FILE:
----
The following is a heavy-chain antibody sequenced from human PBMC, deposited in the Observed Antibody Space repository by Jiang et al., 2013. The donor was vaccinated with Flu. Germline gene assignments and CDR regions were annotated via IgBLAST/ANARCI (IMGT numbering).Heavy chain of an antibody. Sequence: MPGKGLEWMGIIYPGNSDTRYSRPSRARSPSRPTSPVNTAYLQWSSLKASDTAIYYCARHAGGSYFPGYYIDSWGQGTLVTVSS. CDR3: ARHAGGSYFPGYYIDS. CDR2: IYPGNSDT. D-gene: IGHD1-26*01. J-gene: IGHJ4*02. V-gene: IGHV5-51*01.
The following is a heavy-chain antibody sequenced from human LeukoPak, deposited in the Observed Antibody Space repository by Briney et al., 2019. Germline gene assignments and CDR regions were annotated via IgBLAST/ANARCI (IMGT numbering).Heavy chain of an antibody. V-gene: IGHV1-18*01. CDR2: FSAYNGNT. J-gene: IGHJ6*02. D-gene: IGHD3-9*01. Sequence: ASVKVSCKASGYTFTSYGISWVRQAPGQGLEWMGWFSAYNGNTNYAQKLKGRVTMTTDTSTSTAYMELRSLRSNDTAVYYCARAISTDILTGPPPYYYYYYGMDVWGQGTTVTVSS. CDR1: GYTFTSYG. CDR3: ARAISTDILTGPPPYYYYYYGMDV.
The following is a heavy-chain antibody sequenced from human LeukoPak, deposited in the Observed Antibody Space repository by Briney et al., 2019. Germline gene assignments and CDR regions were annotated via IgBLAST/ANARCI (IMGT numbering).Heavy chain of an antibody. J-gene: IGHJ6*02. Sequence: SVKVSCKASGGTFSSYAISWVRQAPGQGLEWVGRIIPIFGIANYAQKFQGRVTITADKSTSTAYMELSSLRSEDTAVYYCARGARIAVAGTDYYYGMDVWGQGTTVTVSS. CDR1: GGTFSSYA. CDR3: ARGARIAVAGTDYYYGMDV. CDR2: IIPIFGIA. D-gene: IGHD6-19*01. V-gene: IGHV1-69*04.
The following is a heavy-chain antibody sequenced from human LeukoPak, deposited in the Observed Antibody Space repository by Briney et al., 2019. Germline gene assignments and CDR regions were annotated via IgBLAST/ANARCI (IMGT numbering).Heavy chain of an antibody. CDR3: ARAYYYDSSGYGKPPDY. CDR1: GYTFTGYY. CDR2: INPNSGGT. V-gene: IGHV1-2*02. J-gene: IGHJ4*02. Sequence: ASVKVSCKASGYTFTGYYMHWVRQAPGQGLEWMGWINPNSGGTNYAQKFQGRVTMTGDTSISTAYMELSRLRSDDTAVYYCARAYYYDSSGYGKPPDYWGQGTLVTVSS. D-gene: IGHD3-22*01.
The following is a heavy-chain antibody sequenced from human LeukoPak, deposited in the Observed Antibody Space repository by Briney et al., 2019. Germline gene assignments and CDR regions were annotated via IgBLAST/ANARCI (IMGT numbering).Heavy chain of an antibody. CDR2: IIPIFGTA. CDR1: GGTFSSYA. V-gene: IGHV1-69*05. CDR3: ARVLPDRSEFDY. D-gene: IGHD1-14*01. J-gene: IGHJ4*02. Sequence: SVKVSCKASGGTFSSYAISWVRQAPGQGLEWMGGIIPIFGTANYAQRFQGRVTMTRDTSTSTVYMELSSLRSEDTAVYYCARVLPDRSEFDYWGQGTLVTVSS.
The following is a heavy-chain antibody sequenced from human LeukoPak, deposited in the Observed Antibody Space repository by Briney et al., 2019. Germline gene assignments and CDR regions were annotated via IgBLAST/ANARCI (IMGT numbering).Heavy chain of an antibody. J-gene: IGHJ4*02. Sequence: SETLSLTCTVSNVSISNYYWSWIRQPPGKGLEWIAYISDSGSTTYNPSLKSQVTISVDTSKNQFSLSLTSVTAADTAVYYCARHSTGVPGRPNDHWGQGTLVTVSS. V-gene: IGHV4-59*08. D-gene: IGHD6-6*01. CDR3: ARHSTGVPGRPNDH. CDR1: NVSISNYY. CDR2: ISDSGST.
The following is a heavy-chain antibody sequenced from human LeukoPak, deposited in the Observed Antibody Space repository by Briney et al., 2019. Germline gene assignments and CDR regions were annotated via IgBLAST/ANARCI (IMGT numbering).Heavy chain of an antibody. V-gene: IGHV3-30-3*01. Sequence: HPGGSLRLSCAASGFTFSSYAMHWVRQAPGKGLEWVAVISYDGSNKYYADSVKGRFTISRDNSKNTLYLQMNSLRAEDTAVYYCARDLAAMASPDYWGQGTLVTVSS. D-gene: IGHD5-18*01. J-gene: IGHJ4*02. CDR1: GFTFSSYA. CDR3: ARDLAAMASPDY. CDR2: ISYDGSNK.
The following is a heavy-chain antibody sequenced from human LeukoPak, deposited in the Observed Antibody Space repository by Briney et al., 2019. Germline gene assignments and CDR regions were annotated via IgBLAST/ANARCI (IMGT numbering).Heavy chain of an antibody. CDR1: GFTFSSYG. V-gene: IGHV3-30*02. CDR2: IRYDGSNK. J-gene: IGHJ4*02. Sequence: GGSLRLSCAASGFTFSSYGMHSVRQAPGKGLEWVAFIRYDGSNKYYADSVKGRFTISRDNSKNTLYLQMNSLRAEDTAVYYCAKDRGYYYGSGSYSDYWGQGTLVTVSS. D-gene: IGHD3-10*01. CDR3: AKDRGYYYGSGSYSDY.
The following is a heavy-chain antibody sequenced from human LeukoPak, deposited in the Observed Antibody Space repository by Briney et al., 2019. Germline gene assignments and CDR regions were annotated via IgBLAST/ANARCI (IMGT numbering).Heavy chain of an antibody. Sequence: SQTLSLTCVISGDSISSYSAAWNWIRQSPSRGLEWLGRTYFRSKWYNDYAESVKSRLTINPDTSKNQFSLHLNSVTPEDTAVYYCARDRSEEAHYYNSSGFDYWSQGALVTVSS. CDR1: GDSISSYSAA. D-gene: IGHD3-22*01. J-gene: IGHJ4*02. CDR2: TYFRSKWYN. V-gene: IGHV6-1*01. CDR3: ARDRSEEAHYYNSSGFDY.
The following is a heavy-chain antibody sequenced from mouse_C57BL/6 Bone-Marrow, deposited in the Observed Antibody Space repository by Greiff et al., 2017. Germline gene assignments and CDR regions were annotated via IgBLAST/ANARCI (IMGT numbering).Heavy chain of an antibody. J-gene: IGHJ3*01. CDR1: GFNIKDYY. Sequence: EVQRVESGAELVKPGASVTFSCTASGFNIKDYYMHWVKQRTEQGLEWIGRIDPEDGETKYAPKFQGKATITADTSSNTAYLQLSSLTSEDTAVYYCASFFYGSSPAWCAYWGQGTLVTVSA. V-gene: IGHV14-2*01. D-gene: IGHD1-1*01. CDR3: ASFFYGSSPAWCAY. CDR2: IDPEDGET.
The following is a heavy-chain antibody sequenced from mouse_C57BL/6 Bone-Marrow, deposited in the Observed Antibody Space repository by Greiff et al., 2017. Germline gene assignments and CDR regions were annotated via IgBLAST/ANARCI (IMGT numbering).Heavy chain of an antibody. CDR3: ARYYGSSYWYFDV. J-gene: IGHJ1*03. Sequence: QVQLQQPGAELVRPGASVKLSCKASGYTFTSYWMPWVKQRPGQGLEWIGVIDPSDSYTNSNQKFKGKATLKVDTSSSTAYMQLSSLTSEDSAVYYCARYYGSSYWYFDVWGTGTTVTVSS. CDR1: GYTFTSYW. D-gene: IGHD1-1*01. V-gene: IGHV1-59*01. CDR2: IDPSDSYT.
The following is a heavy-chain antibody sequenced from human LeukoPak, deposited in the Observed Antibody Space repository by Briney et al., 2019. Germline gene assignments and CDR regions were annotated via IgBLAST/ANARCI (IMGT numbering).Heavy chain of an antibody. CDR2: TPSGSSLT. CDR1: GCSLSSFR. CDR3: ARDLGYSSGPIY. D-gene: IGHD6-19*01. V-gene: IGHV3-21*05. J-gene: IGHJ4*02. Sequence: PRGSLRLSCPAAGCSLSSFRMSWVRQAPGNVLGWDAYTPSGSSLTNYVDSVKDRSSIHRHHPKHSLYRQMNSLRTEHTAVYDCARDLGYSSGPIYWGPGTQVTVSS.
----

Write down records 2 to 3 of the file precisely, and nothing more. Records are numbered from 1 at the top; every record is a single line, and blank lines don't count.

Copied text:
The following is a heavy-chain antibody sequenced from human LeukoPak, deposited in the Observed Antibody Space repository by Briney et al., 2019. Germline gene assignments and CDR regions were annotated via IgBLAST/ANARCI (IMGT numbering).Heavy chain of an antibody. V-gene: IGHV1-18*01. CDR2: FSAYNGNT. J-gene: IGHJ6*02. D-gene: IGHD3-9*01. Sequence: ASVKVSCKASGYTFTSYGISWVRQAPGQGLEWMGWFSAYNGNTNYAQKLKGRVTMTTDTSTSTAYMELRSLRSNDTAVYYCARAISTDILTGPPPYYYYYYGMDVWGQGTTVTVSS. CDR1: GYTFTSYG. CDR3: ARAISTDILTGPPPYYYYYYGMDV.
The following is a heavy-chain antibody sequenced from human LeukoPak, deposited in the Observed Antibody Space repository by Briney et al., 2019. Germline gene assignments and CDR regions were annotated via IgBLAST/ANARCI (IMGT numbering).Heavy chain of an antibody. J-gene: IGHJ6*02. Sequence: SVKVSCKASGGTFSSYAISWVRQAPGQGLEWVGRIIPIFGIANYAQKFQGRVTITADKSTSTAYMELSSLRSEDTAVYYCARGARIAVAGTDYYYGMDVWGQGTTVTVSS. CDR1: GGTFSSYA. CDR3: ARGARIAVAGTDYYYGMDV. CDR2: IIPIFGIA. D-gene: IGHD6-19*01. V-gene: IGHV1-69*04.